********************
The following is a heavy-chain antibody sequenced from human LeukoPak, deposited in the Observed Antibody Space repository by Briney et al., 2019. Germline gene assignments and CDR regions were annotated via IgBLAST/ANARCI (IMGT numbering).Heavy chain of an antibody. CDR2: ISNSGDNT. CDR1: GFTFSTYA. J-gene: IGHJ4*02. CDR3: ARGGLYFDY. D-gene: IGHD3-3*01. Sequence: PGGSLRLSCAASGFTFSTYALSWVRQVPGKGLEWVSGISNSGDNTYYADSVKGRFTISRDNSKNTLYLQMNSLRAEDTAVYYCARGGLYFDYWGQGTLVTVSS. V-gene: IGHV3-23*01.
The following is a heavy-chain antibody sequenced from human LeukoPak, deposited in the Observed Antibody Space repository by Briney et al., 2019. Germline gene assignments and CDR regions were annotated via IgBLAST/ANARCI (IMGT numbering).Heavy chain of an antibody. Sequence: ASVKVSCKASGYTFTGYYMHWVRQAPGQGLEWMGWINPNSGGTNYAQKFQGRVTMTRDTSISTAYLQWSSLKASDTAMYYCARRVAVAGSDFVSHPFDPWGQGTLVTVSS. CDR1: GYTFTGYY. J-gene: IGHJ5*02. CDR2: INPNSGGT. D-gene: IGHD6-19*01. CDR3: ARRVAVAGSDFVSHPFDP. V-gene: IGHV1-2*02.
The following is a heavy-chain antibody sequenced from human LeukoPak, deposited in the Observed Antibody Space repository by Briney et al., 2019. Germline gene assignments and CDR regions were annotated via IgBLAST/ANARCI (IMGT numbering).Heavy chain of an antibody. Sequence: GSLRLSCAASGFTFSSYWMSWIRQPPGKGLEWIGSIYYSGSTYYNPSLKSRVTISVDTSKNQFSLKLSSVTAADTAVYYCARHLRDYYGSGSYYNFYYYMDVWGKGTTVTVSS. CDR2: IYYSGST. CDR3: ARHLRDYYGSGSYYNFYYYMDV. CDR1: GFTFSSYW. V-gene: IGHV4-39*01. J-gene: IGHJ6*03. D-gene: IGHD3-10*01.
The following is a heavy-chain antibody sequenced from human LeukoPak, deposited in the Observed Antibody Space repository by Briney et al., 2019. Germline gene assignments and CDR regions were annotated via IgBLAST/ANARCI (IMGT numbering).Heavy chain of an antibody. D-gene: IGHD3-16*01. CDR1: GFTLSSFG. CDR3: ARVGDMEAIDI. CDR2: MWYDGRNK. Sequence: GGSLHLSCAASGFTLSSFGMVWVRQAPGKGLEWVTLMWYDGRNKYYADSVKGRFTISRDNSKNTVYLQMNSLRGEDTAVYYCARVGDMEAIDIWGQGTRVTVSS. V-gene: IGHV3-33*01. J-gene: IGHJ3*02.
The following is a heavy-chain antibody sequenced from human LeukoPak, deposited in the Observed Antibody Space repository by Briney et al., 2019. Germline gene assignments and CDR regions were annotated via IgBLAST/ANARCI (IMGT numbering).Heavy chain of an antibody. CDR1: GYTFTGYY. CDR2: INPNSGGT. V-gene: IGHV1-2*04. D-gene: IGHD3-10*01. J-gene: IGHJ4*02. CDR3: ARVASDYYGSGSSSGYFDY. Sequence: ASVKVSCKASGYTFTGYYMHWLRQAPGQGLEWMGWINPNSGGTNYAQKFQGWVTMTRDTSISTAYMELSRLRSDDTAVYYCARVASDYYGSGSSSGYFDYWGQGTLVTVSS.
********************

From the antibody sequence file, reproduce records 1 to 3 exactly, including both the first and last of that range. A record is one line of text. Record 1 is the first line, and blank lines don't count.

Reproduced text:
The following is a heavy-chain antibody sequenced from human LeukoPak, deposited in the Observed Antibody Space repository by Briney et al., 2019. Germline gene assignments and CDR regions were annotated via IgBLAST/ANARCI (IMGT numbering).Heavy chain of an antibody. CDR2: ISNSGDNT. CDR1: GFTFSTYA. J-gene: IGHJ4*02. CDR3: ARGGLYFDY. D-gene: IGHD3-3*01. Sequence: PGGSLRLSCAASGFTFSTYALSWVRQVPGKGLEWVSGISNSGDNTYYADSVKGRFTISRDNSKNTLYLQMNSLRAEDTAVYYCARGGLYFDYWGQGTLVTVSS. V-gene: IGHV3-23*01.
The following is a heavy-chain antibody sequenced from human LeukoPak, deposited in the Observed Antibody Space repository by Briney et al., 2019. Germline gene assignments and CDR regions were annotated via IgBLAST/ANARCI (IMGT numbering).Heavy chain of an antibody. Sequence: ASVKVSCKASGYTFTGYYMHWVRQAPGQGLEWMGWINPNSGGTNYAQKFQGRVTMTRDTSISTAYLQWSSLKASDTAMYYCARRVAVAGSDFVSHPFDPWGQGTLVTVSS. CDR1: GYTFTGYY. J-gene: IGHJ5*02. CDR2: INPNSGGT. D-gene: IGHD6-19*01. CDR3: ARRVAVAGSDFVSHPFDP. V-gene: IGHV1-2*02.
The following is a heavy-chain antibody sequenced from human LeukoPak, deposited in the Observed Antibody Space repository by Briney et al., 2019. Germline gene assignments and CDR regions were annotated via IgBLAST/ANARCI (IMGT numbering).Heavy chain of an antibody. Sequence: GSLRLSCAASGFTFSSYWMSWIRQPPGKGLEWIGSIYYSGSTYYNPSLKSRVTISVDTSKNQFSLKLSSVTAADTAVYYCARHLRDYYGSGSYYNFYYYMDVWGKGTTVTVSS. CDR2: IYYSGST. CDR3: ARHLRDYYGSGSYYNFYYYMDV. CDR1: GFTFSSYW. V-gene: IGHV4-39*01. J-gene: IGHJ6*03. D-gene: IGHD3-10*01.